\begin{aligned} \Psi ^{-}=I+\sum_{k=1}^{N} \sum_{l=1}^{N} \frac{\mu _{k}\hat{\mu}_{l}(M^{-1})_{kl}}{\omega -\omega _{l}}, \qquad \Psi ^{+}=I-\sum_{k=1}^{N} \sum_{l=1}^{N} \frac{\mu _{k}\hat{\mu}_{l}(M^{-1})_{kl}}{\omega -\omega _{l}^{*}}, \end{aligned}
(38)

in which M is an invertible $$N\times N$$ matrix with elements $$M_{kl}$$ defined as follows

\begin{aligned} M_{kl}=\frac{\hat{\mu}_{k}\mu _{l}}{\omega _{l}-\omega _{k}^{*}}, \quad 1\le k, l\le N. \end{aligned}
(39)

To obtain the soliton solutions for the coupled mKdV Equation (2), it suffices to expand the solutions $$\Psi ^{+}$$ when $$\omega \to \infty$$,

\begin{aligned} \Psi ^{+}=I+\frac{\Psi ^{+}_{1}}{\omega}+ \frac{1}{\omega ^{2}}\Psi ^{+}_{2}+O\biggl( \frac{1}{\omega ^{3}}\biggr). \end{aligned}
(40)

Notice that the soliton solutions correspond to the case when the scattering data vanish, that is, $$s_{31}=s_{32}=s_{41}=s_{42}=0$$. Substituting (40) into the spectral Equation (7), one arrives at

\begin{aligned} \tilde{U}=-i\bigl[\sigma ,\Psi ^{+}_{1} \bigr], \end{aligned}
(41)

which yields

\begin{aligned} u=-2i\bigl[\Psi ^{+}_{1} \bigr]_{13},\qquad v=-2i\bigl[\Psi ^{+}_{1} \bigr]_{14}, \end{aligned}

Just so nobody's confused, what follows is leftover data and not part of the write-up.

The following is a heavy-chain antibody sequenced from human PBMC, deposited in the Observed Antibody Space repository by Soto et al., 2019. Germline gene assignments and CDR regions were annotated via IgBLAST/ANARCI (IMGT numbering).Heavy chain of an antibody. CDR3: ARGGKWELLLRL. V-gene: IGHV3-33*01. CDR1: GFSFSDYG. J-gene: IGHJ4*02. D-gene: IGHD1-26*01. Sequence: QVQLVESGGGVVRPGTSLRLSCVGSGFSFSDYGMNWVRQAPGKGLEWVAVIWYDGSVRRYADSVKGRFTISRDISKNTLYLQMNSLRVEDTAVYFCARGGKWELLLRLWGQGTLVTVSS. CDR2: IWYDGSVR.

(42)

where $$[\Psi ^{+}_{1}]_{13}$$ represents the $$(1,3)$$-th element of the matrix $$[\Psi _{1}^{+}]$$. By direct computation, it follows from (38) that

\begin{aligned} \Psi _{1}^{+}=-\sum _{k=1}^{N}\sum_{l=1}^{N} \mu _{k} \hat{\mu}_{l}\bigl(M^{-1} \bigr)_{kl}. \end{aligned}
(43)

Take $$\Theta _{k}=i\omega _{k} x+4i\omega _{k}^{3}t$$ and $$\mu _{k0}=(a_{k}^{1},a_{k}^{2},a_{k}^{3},a_{k}^{4})^{\mathrm{T}}$$, $$1\le k \le N$$, therefore, the N-soliton solutions for the coupled mKdV Equation (2) read

\begin{aligned} u=2i\sum_{k=1}^{N} \sum_{l=1}^{N} a_{k}^{1} \bigl(a_{l}^{3}\bigr)^{*}e^{- \Theta _{k}+\Theta _{l}^{*}} \bigl(M^{-1}\bigr)_{kl},\qquad v=2i\sum _{k=1}^{N} \sum_{l=1}^{N} a_{k}^{1} \bigl(a_{l}^{4} \bigr)^{*}e^{-\Theta _{k}+ \Theta _{l}^{*}}\bigl(M^{-1} \bigr)_{kl}, \end{aligned}
(44)

where $$a_{k}^{2} (a_{l}^{3})^{*}=(a_{k}^{1})^{*}a_{l}^{4}$$ and $$a_{k}^{2} (a_{l}^{4})^{*}=(a_{k}^{1})^{*} a_{l}^{3}$$.

Specifically, when $$N=1$$, we can obtain the explicit expressions of u, v. To this end, we introduce the following notations

\begin{aligned} &\omega _{1} =\delta _{1}+i\eta _{1},\qquad \Theta _{1}=i\omega _{1} x+4i \omega _{1}^{3} t,\qquad \mu _{10}=(a_{1},a_{2},a_{3},a_{4})^{T}, \\ &\rho _{1} =\ln \biggl(\frac{ \vert a_{3} \vert }{ \vert a_{1} \vert }\biggr),\qquad \tau _{1}=\operatorname{arg} a_{1}- \operatorname{arg} a_{3}, \\ &\kappa _{1}=\operatorname{arg} a_{3}-\operatorname{arg}a_{4}, \qquad z_{1}= \Theta _{1}+\Theta _{1}^{*}+\rho _{1}, \end{aligned}
(45)

in which $$a_{i}$$ ($$i=1,2,3,4$$) are complex constants, argA denotes the argument of A. It follows from (37) and (45) that

\begin{aligned} \begin{aligned} &\mu _{1} = \bigl(a_{1} e^{-\Theta _{1}},a_{2} e^{-\Theta _{1}},a_{3} e^{ \Theta _{1}},a_{4} e^{\Theta _{1}}\bigr)^{\mathrm{T}}, \\ &\hat{\mu}_{1} =\bigl(a_{1}^{*}e^{-\Theta _{1}^{*}},a_{2}^{*}e^{-\Theta _{1}^{*}},a_{3}^{*}e^{ \Theta _{1}^{*}},a_{4} e^{\Theta _{1}^{*}}\bigr). \end{aligned} \end{aligned}
(46)

In view of (38), (40), and (41), one gets